Since 2011 the British Trust for Ornithology has been satellite-tracking Cuckoos to find out why we have lost almost two thirds of our population of these iconic birds in the last 20 years.
We have found out a lot about their migration, but much remains still to be discovered.
To date we have tagged over 50 birds, all adult males bar one, as they are generally larger than females and so better able to carry the tags. Once smaller tags are available, we hope that we will be able to tag females and juveniles too.
UK Cuckoos spend the winter around the Congo rainforest and understanding where they winter and the routes they use to get there could be an important factor in determining the causes of their decline.
We have discovered that Cuckoos leave the UK much earlier than thought. The earliest departure date so far has been 3rd June, and in each year over 50% of our tagged Cuckoos have left the country by the end of June, much earlier than expected! Most of them arrive around the end of April and leave during June and July. This means that Cuckoos spend about two months in Britain, about six months in Africa, and the other four months of the year migrating.
They head out of the UK in a variety of directions, some due east across the North Sea to the Netherlands and Belgium while others head south across the English Channel into France.
One migration route was found through Italy as expected from ringing data, but in the first year two Cuckoos went via Spain, highlighting a brand new migration route with a stopover site north of Madrid. This has been followed by many English birds and has a higher mortality rate than the Italian route used by most of the Scottish and Welsh birds.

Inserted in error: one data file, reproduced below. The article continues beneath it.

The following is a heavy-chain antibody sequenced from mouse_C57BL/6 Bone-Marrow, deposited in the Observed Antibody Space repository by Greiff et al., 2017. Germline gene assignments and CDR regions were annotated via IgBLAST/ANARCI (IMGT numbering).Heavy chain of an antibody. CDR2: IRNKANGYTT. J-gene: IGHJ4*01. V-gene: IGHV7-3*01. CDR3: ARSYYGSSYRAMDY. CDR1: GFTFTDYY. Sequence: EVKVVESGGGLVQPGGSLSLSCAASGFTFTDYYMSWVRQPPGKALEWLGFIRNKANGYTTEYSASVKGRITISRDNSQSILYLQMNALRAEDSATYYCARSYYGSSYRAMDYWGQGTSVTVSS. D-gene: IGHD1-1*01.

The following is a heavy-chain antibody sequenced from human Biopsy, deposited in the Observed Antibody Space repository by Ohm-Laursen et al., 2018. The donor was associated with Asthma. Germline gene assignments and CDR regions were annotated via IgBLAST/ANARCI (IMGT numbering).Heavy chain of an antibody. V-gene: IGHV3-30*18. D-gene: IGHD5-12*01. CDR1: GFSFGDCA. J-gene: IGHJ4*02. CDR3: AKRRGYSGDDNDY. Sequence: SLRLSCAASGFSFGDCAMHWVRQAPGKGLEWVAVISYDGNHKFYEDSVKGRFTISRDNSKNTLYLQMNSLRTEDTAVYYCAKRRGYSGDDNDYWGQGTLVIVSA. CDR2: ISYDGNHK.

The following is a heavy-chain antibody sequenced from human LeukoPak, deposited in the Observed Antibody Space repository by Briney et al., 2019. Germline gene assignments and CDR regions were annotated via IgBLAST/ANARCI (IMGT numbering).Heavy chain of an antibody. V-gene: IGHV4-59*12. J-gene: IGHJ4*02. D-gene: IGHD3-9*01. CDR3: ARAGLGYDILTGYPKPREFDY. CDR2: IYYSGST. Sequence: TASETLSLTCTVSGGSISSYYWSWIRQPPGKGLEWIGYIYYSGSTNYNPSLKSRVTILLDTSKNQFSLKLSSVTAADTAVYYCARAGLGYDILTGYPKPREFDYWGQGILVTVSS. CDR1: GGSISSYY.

Stop-over sites are important fuelling areas for migrant birds, allowing them to fatten up for the journey ahead. Many of our Cuckoos have spent time near the River Po in Italy; others stopped in Spain which latterly has been afflicted by droughts which have probably reduced the quantity of food available to fatten up.
The Cuckoos followed so far use a different return route to get back to the UK to the one they followed on their outward migration. They head to West Africa before making the return crossing over the Sahara Desert. We think this is linked to a weather system called the Inter Tropical Convergence Zone (ITCZ) the rains from which produce sufficient food for the return journey.
Increasing the number of individuals tagged, and following them for a number of years allows us to answer yet more questions. Short-term studies can give misleading results; for example the habitats that were used in the Congo basin by English and Scottish Cuckoos in the first two years are not the same habitats being used in latterly.
There is still a lot more to be done to fully understand Cuckoo migration, and we need to keep tagging to increase the robustness of our data. Because each year is different, it will not be until we have several years more results that we will be sure that we have found (at least some of) the answers we are looking for. You can follow them on the BTO website – try it; it’s fascinating!
If you find the lives of our garden birds to be of interest, and would like to join in and count the feathered occupants of your garden, please contact me or visit the BTO Garden BirdWatch website (www.bto.org/gbw). If you know of a local organisation who would like a talk on garden birds call: Mike Gray 07596 366342 or firstname.lastname@example.org.
Cuckoo with tag (BTO)